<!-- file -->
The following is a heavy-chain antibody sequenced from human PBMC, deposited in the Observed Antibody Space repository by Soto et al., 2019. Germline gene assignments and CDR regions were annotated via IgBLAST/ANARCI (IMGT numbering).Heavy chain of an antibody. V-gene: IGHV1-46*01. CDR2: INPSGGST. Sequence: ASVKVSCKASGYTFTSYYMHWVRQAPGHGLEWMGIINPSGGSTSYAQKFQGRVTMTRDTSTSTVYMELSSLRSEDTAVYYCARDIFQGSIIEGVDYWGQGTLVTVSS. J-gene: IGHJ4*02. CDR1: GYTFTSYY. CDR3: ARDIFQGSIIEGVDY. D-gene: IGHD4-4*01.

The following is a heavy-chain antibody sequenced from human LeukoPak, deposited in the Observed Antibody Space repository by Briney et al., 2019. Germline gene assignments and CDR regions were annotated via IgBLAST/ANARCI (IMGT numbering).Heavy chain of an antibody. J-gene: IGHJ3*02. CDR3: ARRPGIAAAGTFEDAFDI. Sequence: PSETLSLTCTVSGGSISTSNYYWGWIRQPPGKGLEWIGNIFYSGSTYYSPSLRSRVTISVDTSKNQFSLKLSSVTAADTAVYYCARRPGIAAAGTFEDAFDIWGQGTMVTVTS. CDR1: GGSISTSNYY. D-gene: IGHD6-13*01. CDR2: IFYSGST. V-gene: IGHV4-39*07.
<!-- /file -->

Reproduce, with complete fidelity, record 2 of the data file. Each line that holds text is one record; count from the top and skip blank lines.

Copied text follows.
The following is a heavy-chain antibody sequenced from human LeukoPak, deposited in the Observed Antibody Space repository by Briney et al., 2019. Germline gene assignments and CDR regions were annotated via IgBLAST/ANARCI (IMGT numbering).Heavy chain of an antibody. J-gene: IGHJ3*02. CDR3: ARRPGIAAAGTFEDAFDI. Sequence: PSETLSLTCTVSGGSISTSNYYWGWIRQPPGKGLEWIGNIFYSGSTYYSPSLRSRVTISVDTSKNQFSLKLSSVTAADTAVYYCARRPGIAAAGTFEDAFDIWGQGTMVTVTS. CDR1: GGSISTSNYY. D-gene: IGHD6-13*01. CDR2: IFYSGST. V-gene: IGHV4-39*07.